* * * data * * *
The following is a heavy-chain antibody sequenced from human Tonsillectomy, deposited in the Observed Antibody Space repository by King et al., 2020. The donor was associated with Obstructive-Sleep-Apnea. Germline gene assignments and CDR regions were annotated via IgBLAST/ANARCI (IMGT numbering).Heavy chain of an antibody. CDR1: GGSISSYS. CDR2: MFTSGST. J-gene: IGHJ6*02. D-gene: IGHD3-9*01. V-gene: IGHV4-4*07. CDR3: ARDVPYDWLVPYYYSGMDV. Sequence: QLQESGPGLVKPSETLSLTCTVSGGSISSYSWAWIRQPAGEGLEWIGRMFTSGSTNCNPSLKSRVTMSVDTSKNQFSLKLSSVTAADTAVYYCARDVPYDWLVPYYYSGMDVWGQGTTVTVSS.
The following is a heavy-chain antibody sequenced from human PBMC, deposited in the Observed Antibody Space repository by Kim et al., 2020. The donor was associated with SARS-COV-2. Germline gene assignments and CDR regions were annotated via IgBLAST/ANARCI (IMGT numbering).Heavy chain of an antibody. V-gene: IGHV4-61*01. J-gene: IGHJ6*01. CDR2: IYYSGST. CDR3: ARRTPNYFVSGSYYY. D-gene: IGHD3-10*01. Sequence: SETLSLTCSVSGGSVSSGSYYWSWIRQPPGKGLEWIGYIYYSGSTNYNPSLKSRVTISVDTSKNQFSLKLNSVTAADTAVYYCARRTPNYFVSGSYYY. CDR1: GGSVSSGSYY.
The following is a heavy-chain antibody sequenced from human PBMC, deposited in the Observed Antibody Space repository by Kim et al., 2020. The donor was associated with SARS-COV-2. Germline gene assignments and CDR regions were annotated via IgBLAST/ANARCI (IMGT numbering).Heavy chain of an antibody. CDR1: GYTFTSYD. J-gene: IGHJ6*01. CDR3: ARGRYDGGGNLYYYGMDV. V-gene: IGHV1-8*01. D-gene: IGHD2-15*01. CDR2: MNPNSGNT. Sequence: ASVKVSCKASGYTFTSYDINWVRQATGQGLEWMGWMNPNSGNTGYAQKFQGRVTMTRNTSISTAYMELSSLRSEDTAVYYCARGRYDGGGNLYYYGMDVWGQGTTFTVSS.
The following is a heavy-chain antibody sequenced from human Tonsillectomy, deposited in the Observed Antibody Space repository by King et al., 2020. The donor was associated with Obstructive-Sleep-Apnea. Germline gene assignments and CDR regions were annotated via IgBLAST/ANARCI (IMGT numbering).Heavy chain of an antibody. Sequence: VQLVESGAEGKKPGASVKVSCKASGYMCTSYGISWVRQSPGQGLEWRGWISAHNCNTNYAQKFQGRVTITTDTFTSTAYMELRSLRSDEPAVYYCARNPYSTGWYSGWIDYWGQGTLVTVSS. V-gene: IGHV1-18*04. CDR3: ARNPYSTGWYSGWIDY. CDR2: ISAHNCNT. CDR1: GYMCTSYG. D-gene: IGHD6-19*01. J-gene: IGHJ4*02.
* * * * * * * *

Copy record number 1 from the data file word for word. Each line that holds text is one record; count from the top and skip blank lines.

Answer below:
The following is a heavy-chain antibody sequenced from human Tonsillectomy, deposited in the Observed Antibody Space repository by King et al., 2020. The donor was associated with Obstructive-Sleep-Apnea. Germline gene assignments and CDR regions were annotated via IgBLAST/ANARCI (IMGT numbering).Heavy chain of an antibody. CDR1: GGSISSYS. CDR2: MFTSGST. J-gene: IGHJ6*02. D-gene: IGHD3-9*01. V-gene: IGHV4-4*07. CDR3: ARDVPYDWLVPYYYSGMDV. Sequence: QLQESGPGLVKPSETLSLTCTVSGGSISSYSWAWIRQPAGEGLEWIGRMFTSGSTNCNPSLKSRVTMSVDTSKNQFSLKLSSVTAADTAVYYCARDVPYDWLVPYYYSGMDVWGQGTTVTVSS.